Redby boy's wish for trip comes true
"Last year they (LifeFlight) flew him out 14 times" to a Fargo, N.D., intensive care unit, said Adelma Oakgrove, Frank's grandmother.
But now, Frank, 7; his parents, Nicole and Donald Brun; sister, Melissa, 11; grandmother Adelma and cousin Kyleisha Garrigan, also 7, will take off for Orlando, Fla., courtesy of the Make-A-Wish Foundation of Minnesota.
There, the family will pick up the rental car Make-A-Wish reserved for them, tour Walt Disney World and play at the beach. During their vacation, they will stay in the Give the Kids the World Village.
During a Tuesday send-off party at Red Lake Elementary School, Frank said he looks forward especially to "petting a dolphin" and swimming in the ocean. The family will wear special Make-A-Wish badges so they can jump to the head of lines for Walt Disney World rides.
"He chose Orlando, and they made his wish come true," said Adelma.
Mary May, a volunteer with Make-A-Wish, gave Frank a cushy pillow to make his flight comfortable. She said she had a niece and nephew who had been served by the organization, so when she retired she chose it as a volunteer opportunity.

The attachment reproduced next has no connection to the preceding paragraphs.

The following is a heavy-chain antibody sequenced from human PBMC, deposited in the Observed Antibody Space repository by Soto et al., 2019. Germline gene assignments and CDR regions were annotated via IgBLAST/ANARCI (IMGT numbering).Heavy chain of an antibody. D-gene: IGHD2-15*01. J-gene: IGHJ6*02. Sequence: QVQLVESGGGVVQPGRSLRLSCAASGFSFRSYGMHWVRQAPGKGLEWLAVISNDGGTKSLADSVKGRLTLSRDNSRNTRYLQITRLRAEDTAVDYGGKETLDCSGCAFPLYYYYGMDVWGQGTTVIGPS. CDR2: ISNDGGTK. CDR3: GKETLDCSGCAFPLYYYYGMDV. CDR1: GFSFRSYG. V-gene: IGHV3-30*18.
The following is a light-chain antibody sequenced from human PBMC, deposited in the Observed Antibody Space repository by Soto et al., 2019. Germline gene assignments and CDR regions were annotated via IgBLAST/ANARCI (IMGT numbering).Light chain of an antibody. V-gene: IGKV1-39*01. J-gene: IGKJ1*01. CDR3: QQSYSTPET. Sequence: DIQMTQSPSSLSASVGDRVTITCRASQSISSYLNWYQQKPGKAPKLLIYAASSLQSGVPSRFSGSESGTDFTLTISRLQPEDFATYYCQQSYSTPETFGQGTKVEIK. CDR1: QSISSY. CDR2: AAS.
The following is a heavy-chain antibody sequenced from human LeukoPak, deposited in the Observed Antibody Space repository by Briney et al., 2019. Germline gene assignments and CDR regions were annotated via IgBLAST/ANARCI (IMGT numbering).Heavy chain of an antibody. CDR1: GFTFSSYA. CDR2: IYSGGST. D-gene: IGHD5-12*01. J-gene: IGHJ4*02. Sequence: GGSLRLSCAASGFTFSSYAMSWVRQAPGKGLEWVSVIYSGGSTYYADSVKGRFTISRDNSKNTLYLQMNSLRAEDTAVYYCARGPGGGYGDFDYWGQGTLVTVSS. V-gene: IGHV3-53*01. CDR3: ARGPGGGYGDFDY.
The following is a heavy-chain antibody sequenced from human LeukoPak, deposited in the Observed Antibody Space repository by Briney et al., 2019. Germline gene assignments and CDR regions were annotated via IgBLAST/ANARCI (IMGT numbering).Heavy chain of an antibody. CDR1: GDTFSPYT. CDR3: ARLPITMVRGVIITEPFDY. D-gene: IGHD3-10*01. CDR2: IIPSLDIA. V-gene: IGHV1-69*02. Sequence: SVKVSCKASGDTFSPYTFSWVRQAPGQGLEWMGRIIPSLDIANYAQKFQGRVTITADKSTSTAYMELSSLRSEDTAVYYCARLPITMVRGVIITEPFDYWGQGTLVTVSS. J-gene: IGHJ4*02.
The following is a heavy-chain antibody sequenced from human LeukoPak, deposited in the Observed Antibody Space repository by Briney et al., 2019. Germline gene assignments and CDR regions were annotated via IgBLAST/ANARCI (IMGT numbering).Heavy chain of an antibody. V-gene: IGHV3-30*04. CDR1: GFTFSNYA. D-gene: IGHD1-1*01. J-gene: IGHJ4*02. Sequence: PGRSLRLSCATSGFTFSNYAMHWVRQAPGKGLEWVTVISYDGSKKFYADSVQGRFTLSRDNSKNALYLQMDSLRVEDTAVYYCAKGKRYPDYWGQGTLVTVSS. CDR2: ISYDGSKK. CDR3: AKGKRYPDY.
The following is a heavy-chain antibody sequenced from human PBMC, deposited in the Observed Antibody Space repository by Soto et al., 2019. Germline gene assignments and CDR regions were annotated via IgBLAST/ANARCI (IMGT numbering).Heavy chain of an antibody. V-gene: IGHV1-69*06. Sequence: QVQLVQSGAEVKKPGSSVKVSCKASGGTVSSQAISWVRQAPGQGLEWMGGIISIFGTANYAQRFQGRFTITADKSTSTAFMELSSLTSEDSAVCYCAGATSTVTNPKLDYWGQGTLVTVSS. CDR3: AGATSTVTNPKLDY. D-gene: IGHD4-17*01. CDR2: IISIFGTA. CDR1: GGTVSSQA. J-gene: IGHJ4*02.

"Frank's name was submitted to Make-A-Wish by his doctors in Red Lake," May said. "His criteria for Make-A-Wish is life threatening or terminal."
Frank was diagnosed about two years ago with hereditary angioedema, a rare disease of the immune system. People who live with HAE suffer internal and external swelling and pain.
"It's life threatening because if you have it in your throat, you can't breathe," said Indian Health Service Lt. Commander Ellie Morin, one of Frank's health care providers at the Red Lake Hospital.
Nicole said her son's HAE shows up mostly in his eyes. Frank just said, "I get puffy."
The disease is familial, and Frank's father was also diagnosed with HAE when he was 4-years-old. He said several of his relatives also live with HAE, but he had hoped the disease would skip a generation.
Children of a parent with the disease have a 50 percent chance of inheriting the defect, and the disease affects between one in 10,000 to one in 50,000 people worldwide, according to the HAEHOPE website.
However, Morin said about 40 people among the 8,000 who live on the Red Lake Reservation have HAE. Because the disease is so prevalent in the close-knit community, she began holding annual informational conferences and a support group for patients and their families.
"When I first did the support group, we did family trees," she said.
She said medications can help control the swelling (edema), and Frank has to be infused twice a week to keep his attacks down.
Before the second-graders, their teacher, Liz Graves, and Frank's family and friends dove into the pizza, the Rev. George Ross of St. Antipas Episcopal Church in Redby gathered everyone holding hands in a circle. He prayed for safe journeys and healing powers.
"We're all family," he said. "The family of Frankie."